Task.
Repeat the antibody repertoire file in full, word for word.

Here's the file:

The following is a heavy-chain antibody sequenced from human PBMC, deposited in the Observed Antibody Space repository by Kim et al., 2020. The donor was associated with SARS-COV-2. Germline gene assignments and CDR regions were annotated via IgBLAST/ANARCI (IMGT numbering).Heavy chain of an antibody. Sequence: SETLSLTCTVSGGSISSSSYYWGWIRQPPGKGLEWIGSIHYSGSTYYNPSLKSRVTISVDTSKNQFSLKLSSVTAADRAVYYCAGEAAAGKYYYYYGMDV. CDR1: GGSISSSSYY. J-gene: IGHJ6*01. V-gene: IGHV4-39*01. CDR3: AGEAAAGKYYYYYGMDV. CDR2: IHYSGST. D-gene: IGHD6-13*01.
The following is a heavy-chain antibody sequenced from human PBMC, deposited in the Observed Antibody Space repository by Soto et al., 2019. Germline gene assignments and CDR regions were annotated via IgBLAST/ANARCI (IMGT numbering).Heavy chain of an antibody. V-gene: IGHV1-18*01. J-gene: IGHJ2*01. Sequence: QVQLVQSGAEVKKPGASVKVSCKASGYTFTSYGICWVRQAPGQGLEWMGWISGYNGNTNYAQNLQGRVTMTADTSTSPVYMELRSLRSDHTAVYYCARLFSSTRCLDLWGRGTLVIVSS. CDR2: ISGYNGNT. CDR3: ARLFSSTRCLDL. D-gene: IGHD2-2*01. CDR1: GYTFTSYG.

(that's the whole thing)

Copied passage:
The following is a heavy-chain antibody sequenced from human PBMC, deposited in the Observed Antibody Space repository by Kim et al., 2020. The donor was associated with SARS-COV-2. Germline gene assignments and CDR regions were annotated via IgBLAST/ANARCI (IMGT numbering).Heavy chain of an antibody. Sequence: SETLSLTCTVSGGSISSSSYYWGWIRQPPGKGLEWIGSIHYSGSTYYNPSLKSRVTISVDTSKNQFSLKLSSVTAADRAVYYCAGEAAAGKYYYYYGMDV. CDR1: GGSISSSSYY. J-gene: IGHJ6*01. V-gene: IGHV4-39*01. CDR3: AGEAAAGKYYYYYGMDV. CDR2: IHYSGST. D-gene: IGHD6-13*01.
The following is a heavy-chain antibody sequenced from human PBMC, deposited in the Observed Antibody Space repository by Soto et al., 2019. Germline gene assignments and CDR regions were annotated via IgBLAST/ANARCI (IMGT numbering).Heavy chain of an antibody. V-gene: IGHV1-18*01. J-gene: IGHJ2*01. Sequence: QVQLVQSGAEVKKPGASVKVSCKASGYTFTSYGICWVRQAPGQGLEWMGWISGYNGNTNYAQNLQGRVTMTADTSTSPVYMELRSLRSDHTAVYYCARLFSSTRCLDLWGRGTLVIVSS. CDR2: ISGYNGNT. CDR3: ARLFSSTRCLDL. D-gene: IGHD2-2*01. CDR1: GYTFTSYG.